After almost two weeks of interning at the Board of Deputies, I was looking forward to a fieldtrip to Westminster after being invited to accompany a Board member to an event at Parliament.
Although I had visited the House of Commons once before on a school trip, seeing the building on a working day was completely different to walking through the empty corridors during the summer recess, and it was exhilarating to see all the ministers in action, rushing around, and muttering about the future of Scotland to each other.
We had been invited to the Society of Editors launch of a new Online Moderation Guide. After a year of research, and funding from the Department for Communities and Local Government, the report complied of a series of recommendations to newspapers on how to oversee comments they receive on their online articles in order to avoid aggressive or offensive hate speech online. The link to this guide is below.
The Board had a particular interest in this topic as it included the moderation of comments that were offensive on the basis of ethnicity or religion, linking to antisemitism online, a problem that has become even greater with the rise of social media, the accessibility of the internet as a forum for opinions, and the recent developments in Israel and Gaza.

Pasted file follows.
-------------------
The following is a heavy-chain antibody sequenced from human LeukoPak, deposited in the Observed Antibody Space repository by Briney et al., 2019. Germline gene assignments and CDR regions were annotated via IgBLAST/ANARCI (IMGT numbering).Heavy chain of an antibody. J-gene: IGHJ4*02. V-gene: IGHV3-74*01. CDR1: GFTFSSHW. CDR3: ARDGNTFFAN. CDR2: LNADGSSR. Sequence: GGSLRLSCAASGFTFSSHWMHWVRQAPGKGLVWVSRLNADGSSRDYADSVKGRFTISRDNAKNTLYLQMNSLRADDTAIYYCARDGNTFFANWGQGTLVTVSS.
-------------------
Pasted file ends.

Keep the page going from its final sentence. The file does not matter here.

It was interesting to hear from speaker John Mann MP, chairman of the All Party Parliamentary Group on Antisemitism, who spoke about the balance between freedom of speech and hate speech. He was followed by speaker Steven Williams MP, Minister of State for Communities, who made many thought-provoking comments. He spoke on the issue of the internet, and why individuals feel more empowered online, by using pseudonyms and anonymous accounts that allow them to type comments they would never dare put in writing or say to someone’s face.
It was an eye-opening day into the difficulties of controlling the spiralling phenomenon that is social media, with newspapers such as the Mail Online receiving over 350,000 comments a week. It was also interesting see the many events that the Board take part in behind the scenes, that are important in building vital relationships with Parliamentarians, as they sent representatives to two other meetings at the House of Commons that same day, including the ZF Lobby.
All in all, It was thoroughly enjoyable to catch a glimpse into the inside workings of Westminster, and it was with a certain degree of smugness that I happily strode past the many tourists taking pictures outside on my way out.
The link to the guide is here: https://www.societyofeditors.co.uk/page-view.php?pagename=online-moderation-report
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